Skip to main content

Speaker spotlight with Greg Sheehan

ยท 950 words, 4 min read

Greg Sheehan, Global Lithium Director at Hatch, generously sat down with us to share his valuable insights on what is transpiring in Australia within the lithium sector, and what the future holds.

What message would you like to highlight to the delegates at this upcoming conference?

We are just commencing a generational change in the metals sector. Demand for the quantity and type of commodities we produce is changing at a rate that is difficult to achieve. Climate change, decarbonization, ESG (environmental, social, and governance) and EV (electric vehicles) have entered our daily lives, with metallurgists and process engineers key to enabling the coming changes. It’s going to be a very busy next 15 years!

What are the biggest trends you are seeing in the sector today, and what innovations do you predict we will be seeing in the future?

 There are a few trends I think are worth mentioning:

  • Large scale production of some lithium-ion battery input materials, such as lithium and Ni/Co precursor is still embryonic. The first BYD, CATL and Tesla EVs only entered to market in 2002-2008. For hard rock lithium the immediate trend is towards large automated chemical plants, with a strong focus on product quality. Fairly standard unit operations are preferred as time to get to market and demand pull are immediate strong drivers.
  • I think energy efficiency and fuel type, driven by fuel cost and ESG demands, is emerging as one development theme, the other being residue and by-product management. The focus on developing long-life sorbents for lithium recovery from brine will continue. In China, there has been a considerable investment in membrane developments for brines with a high Mg/Li ratio – a potential alternative to sorbents.
The supply and demand of commodities globally are growing at an exponential rate. What are the biggest challenges impacting the lithium and energy metals, especially regarding ESG?

The indicated future demand by automotive original equipment manufacturers (OEMs) is much higher than the industry can supply. The biggest challenge is to attempt to narrow this supply gap in a sustainable manner. The lithium industry is secretive and technical interaction between producers is limited, so the emergence of standard unit operations, such as we see in copper, is some time away. The ESG focus on lithium and other battery materials is not unique – CO2 emissions, residue containment, water use and discharge and community impacts all need very active management. As a generalisation, metal projects are all moving towards zero liquid discharge, dry stacking of solid residue and tight control of stormwater quality. The circular economies in China can help in this regard, but plants need to be keenly aware of China’s dual controls on energy use and intensity in particular provinces.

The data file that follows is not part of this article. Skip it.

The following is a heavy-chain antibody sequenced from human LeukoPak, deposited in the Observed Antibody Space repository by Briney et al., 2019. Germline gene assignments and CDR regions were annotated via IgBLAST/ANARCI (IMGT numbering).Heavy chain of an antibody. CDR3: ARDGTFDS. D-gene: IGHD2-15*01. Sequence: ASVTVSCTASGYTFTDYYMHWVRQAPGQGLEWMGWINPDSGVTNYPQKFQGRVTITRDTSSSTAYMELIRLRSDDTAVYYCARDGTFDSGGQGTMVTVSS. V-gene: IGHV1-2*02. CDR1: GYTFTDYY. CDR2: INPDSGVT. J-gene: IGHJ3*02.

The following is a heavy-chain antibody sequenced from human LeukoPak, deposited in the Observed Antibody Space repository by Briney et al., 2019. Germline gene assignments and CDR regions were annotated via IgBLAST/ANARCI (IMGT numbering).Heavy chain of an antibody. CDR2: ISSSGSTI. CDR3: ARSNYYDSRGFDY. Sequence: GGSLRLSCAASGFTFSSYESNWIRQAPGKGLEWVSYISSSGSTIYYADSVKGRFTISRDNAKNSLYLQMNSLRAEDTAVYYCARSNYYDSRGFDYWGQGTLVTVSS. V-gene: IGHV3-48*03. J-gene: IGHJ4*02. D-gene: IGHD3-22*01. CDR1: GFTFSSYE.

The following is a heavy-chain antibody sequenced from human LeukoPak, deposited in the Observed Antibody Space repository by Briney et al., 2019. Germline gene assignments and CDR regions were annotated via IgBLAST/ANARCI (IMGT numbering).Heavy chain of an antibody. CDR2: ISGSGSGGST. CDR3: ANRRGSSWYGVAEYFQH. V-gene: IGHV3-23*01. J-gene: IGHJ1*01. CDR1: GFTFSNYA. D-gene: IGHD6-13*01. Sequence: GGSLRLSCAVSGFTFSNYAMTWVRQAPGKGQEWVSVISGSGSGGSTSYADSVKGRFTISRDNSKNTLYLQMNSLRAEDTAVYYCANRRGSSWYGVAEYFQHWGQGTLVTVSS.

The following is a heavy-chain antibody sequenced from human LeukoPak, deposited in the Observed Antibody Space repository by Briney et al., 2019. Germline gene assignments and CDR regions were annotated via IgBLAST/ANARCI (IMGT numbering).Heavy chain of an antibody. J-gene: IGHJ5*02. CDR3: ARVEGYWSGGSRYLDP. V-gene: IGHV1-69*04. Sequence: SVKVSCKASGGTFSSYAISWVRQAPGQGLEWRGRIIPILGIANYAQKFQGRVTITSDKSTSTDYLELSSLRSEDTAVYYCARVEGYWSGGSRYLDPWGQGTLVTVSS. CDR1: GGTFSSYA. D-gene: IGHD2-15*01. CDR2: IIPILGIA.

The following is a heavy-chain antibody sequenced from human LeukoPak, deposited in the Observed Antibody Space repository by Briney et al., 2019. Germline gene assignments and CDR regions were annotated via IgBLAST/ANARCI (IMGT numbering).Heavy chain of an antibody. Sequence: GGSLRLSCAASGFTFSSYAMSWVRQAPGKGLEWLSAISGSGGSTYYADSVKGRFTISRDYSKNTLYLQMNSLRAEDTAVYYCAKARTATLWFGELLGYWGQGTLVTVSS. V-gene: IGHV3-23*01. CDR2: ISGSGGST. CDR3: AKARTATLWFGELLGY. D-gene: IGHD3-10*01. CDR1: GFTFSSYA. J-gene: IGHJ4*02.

You‘ve had a very impressive career that spans over 40 years. What is your biggest accomplishment or achievement to date?

Thank you. I still enjoy the small accomplishments I made when I was three years out of uni! I’ve been fortunate to have worked in technology focused companies all my career, where I’ve been able to work with smart people, both in my company and in research organisations, on new chemistry, biochemistry and chemical engineering processes or unit operations. Proving up a new chemistry to a demonstration plant scale and subsequent commercialisation is extremely satisfying.

Why do you think it is important for professionals from all levels to continue their professional development and connect on a global scale through conferences like AusIMM’s?

Australia is remote and time zones are against us. While we punch above our weight, our metals process engineering numbers are relatively small. Attending international conferences allows us to physically meet our international peers and to share both problems and ideas for solutions, as well as refreshing our knowledge in areas we may not use frequently. It’s easy enough to read publications and patents, but shared experiences at conferences grows relationships, ideas and collaboration. For our younger colleagues, it’s a chance to learn something new and to start to grow networks.

What are you most looking forward to seeing, or wanting to see at the conference?

Insights and opinions on technologies and markets. With the industry quite young and IP held closely, it’s always interesting to see the direction and adjustments that are being made to position either a company or products.

Our student members and young professionals’ network will be attending #Lithium2022, what advice do you have for students to kick start their career in mining?

Most interesting projects start with chemistry or biology, supported by physics and maths. Grab projects or subjects with these elements in either development or operations roles as they will expose you to all elements of our industry - technical, management and business case development.

Greg will be presenting his highly anticipated keynote presentation ‘Spodumene to Lithium Chemicals- A Work in Progress’ at next month’s Lithium, Battery, and Energy Metals Conference 2022, hosted on 14-15 September in Perth and online.

Find out more and register now to hear the latest from global leading experts.

Our site uses cookies

We use these to improve your browser experience. By continuing to use the website you agree to the use of cookies.